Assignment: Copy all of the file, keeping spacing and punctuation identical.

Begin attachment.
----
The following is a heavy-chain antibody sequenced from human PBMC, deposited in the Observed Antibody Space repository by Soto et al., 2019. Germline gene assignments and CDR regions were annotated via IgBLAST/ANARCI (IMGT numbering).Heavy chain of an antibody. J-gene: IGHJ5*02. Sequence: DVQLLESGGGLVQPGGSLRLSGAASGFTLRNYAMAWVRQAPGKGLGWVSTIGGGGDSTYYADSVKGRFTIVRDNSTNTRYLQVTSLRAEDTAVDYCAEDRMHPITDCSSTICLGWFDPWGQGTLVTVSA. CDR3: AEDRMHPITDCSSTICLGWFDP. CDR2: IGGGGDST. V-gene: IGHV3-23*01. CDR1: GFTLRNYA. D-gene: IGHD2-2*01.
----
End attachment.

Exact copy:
The following is a heavy-chain antibody sequenced from human PBMC, deposited in the Observed Antibody Space repository by Soto et al., 2019. Germline gene assignments and CDR regions were annotated via IgBLAST/ANARCI (IMGT numbering).Heavy chain of an antibody. J-gene: IGHJ5*02. Sequence: DVQLLESGGGLVQPGGSLRLSGAASGFTLRNYAMAWVRQAPGKGLGWVSTIGGGGDSTYYADSVKGRFTIVRDNSTNTRYLQVTSLRAEDTAVDYCAEDRMHPITDCSSTICLGWFDPWGQGTLVTVSA. CDR3: AEDRMHPITDCSSTICLGWFDP. CDR2: IGGGGDST. V-gene: IGHV3-23*01. CDR1: GFTLRNYA. D-gene: IGHD2-2*01.